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An Appreciation

Howard alum Chadwick Boseman captured what it meant to be Black and excellent

He drew from his experiences at the university during his meteoric rise in Hollywood

The idea that Chadwick Boseman was able to meet the acting demands of a famous athlete (Jackie Robinson), a Supreme Court justice (Thurgood Marshall), and the Godfather of Soul (James Brown) communicate not only Boseman’s range, but the diversity of the Black experience.

To pull this off, Boseman likely drew on multiple influences, but he has spoken openly about how Howard University played a part with its famous breadth of Black identities and experiences prepared him for the roles. Boseman was taught by and learned with people from across the Black diaspora, both in class and in conversation.

I attended Howard University with Boseman between 1998 and 2000 (the year that Boseman graduated). I didn’t know him personally because science majors didn’t often mingle with Boseman’s ilk in the fine arts department. But we understood the great talents who walked those hallways. Actress Phylicia Rashad, a Howard alum and mentor to Boseman, was a celebrity faculty member at the time, something we were all proud of.

That I have no memory of Boseman might be because he was just another talented person on a campus where they were abundant. As an example, there’s a chance that Boseman was a schoolmate of MacArthur Fellowship winner and writer Ta-Nehisi Coates, who is one year older. They both attended Howard, and worked on Black Panther in its various forms, for instance, Coates on the bestselling Black Panther comic book series for Marvel. Howard University as a Wakanda is an analogy that many people have made. Like the fictional country, Howard is a complicated place with all of the beauty and some of the conflict that exists in the Black world. Boseman’s King T’Challa character was memorable because he captured the challenges of having to rule a land where Black people are not a monolith.

Friends of mine who knew Boseman speak of the work ethic and focus that defined his career before he landed the starring role in 42. It was an excellent film that was, for me, difficult to watch at times. In one particularly uncomfortable scene, Jackie Robinson steps to the plate in a 1947 game against the Philadelphia Phillies. While at bat, Robinson is heckled from the opponent’s dugout by Phillies manager Ben Chapman. The invective is vile, full of racial epithets and commentary on how Robinson doesn’t belong in a white man’s game. The drama lives, not in the racism, but in how Robinson is powerless to fight back. His only retribution must be indirect and is far from guaranteed: Boseman’s Robinson must simply bear the insult and be better at his job than everyone else.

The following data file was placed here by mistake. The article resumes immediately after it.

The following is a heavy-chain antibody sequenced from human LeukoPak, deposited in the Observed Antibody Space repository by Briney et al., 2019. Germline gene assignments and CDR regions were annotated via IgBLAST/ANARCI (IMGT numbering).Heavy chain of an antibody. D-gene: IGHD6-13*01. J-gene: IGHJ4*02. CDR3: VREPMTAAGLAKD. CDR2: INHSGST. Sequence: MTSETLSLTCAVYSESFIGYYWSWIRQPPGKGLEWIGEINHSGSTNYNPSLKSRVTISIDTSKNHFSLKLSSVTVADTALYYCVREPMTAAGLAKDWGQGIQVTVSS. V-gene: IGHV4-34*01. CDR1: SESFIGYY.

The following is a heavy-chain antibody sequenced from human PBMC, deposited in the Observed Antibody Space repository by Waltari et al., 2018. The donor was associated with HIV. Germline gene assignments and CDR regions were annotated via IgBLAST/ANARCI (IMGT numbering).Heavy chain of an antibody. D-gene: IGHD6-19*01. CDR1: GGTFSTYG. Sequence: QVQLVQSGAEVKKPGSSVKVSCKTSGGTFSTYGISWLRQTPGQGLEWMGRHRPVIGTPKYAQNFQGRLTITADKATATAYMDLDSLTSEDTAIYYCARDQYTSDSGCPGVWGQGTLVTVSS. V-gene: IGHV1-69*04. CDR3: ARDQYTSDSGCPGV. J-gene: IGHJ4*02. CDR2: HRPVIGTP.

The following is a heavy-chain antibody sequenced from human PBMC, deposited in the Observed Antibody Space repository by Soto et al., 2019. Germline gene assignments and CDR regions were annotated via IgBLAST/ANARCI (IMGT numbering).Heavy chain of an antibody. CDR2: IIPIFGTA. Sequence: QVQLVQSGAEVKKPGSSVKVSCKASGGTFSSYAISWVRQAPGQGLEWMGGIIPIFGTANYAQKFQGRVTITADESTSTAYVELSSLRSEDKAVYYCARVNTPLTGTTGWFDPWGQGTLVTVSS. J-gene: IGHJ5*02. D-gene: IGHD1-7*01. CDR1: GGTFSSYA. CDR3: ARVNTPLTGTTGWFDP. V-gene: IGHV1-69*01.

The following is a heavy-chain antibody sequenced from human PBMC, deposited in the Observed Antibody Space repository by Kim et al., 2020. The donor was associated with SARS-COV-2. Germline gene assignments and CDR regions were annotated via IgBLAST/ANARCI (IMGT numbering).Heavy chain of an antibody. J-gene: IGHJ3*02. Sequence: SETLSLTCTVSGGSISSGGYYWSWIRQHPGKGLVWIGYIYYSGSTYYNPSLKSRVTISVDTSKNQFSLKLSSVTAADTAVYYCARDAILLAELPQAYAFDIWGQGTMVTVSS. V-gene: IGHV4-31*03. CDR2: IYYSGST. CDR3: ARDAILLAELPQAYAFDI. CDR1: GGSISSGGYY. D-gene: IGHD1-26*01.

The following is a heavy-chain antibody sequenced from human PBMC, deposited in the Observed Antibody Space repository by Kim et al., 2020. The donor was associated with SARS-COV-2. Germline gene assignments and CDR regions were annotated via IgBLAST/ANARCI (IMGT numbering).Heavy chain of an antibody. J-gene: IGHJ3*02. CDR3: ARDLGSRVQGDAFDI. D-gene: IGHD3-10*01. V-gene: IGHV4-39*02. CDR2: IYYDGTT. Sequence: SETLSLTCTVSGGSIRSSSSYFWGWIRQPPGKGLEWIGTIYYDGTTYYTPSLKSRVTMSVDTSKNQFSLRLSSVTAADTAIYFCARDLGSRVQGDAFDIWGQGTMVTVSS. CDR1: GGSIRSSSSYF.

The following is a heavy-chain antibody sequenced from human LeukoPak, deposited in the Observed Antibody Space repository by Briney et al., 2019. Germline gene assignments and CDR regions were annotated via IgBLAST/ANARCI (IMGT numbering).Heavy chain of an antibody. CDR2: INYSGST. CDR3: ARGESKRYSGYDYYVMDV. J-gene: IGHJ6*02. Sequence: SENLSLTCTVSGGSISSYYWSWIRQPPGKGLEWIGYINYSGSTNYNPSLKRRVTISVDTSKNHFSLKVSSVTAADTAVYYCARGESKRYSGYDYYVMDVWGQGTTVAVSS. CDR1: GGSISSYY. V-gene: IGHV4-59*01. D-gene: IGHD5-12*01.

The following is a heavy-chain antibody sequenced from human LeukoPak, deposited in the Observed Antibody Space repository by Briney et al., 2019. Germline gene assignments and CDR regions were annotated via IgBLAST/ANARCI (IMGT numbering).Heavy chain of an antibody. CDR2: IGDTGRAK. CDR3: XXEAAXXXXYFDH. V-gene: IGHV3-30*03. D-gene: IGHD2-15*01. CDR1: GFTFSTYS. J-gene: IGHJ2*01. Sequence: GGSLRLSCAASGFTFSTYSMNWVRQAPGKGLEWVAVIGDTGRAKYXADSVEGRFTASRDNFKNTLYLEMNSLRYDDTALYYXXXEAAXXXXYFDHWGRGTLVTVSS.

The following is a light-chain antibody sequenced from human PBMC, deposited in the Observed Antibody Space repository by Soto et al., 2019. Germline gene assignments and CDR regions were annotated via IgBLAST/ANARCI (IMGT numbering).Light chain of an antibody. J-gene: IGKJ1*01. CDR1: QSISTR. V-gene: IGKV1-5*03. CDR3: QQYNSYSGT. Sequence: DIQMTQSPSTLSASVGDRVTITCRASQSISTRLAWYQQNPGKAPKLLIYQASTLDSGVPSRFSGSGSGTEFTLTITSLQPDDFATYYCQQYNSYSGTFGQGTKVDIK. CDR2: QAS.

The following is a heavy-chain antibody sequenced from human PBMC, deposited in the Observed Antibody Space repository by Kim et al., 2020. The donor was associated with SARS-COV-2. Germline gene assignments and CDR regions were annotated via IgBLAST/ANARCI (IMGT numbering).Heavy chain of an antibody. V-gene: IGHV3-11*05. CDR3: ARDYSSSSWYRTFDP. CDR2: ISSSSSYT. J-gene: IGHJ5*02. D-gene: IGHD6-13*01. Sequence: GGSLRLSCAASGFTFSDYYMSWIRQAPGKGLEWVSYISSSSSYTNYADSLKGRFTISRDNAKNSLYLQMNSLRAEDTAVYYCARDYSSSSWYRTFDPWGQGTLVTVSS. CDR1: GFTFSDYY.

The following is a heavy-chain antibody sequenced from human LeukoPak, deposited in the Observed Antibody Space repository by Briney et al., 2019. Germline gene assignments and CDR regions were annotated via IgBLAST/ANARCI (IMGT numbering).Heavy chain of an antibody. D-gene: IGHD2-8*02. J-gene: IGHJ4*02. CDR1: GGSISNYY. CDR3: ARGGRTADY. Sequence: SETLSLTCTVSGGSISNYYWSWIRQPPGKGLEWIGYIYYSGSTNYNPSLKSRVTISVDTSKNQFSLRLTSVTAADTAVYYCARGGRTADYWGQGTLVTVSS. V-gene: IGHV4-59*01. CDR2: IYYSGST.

That the scene felt as much like horror as history was the director’s intent, and the viewer leaves it with a picture of what Robinson faced as a player in the earliest days of integration. The scene only works because of the subtle brilliance of Boseman, who projects a type of acting genius that can be easy to overlook, because it involves body language, gazes, and exasperation — expressions that work because they feel familiar, especially to those who have experienced racism.

Boseman’s acting roles demonstrate how much he loved the Black experience and found joy in sharing it through stories. That the trio of critically acclaimed biopics would lead to his casting as Black Panther feels like a natural progression: Boseman had mastered the art of telling the stories of the real world’s Black luminaries, so the fictional and fantastic worlds were next in line.

That the trio of critically acclaimed biopics would lead to his casting as Black Panther feels like a natural progression: Boseman had mastered the art of telling the stories of the real world’s Black luminaries, and so the fictional and fantastic worlds were next in line.

To say that the “rest is history” is eerily poetic. Black Panther would be the visibility peak of his young career. His career arc was not curtailed by fading performances, but by his premature death. But when we say that “the rest is history,” we are also highlighting Boseman’s special place: He not only depicted the authors of Black excellence, he personified it.

Hours after Boseman’s death was announced, conversations about him moved on from his death to questions about his life since his 2016 diagnosis. The resounding sentiment has been a suite of emotions — awe, sympathy, inspiration — in reaction to how he handled his illness. We are in awe at what he accomplished while battling cancer. We feel extra pangs of sadness and sympathy when we reflect on his public appearances. We are inspired by his strength in the face of it, as it appears that even among Hollywood insiders, almost no one saw it coming.

Serious illness is enough of an ordeal that its sufferers should be afforded whatever platform they desire to communicate what they must. And many public fights with cancer in particular have inspired us. But that almost no one knew of Boseman’s circumstances until after he had left adds a layer to our grieving.

We may never know why he chose this approach. But something about his manner to speak nothing of his experience publicly, to exude grace, decency, and constantly radiate love of his heritage and community somehow feels so perfectly Chadwick Boseman. It is as if he died while embodying the greatness in the characters that he portrayed. But perhaps this isn’t quite right, as the only great monarch that Boseman ever truly depicted was himself. And it is this spirit that personified Black America, Wakanda, and the world, that we will never forget.

C. Brandon Ogbunu, a New York City native, is a computational biologist at Yale University. His popular writing takes place at the intersection between sports, data science, and culture.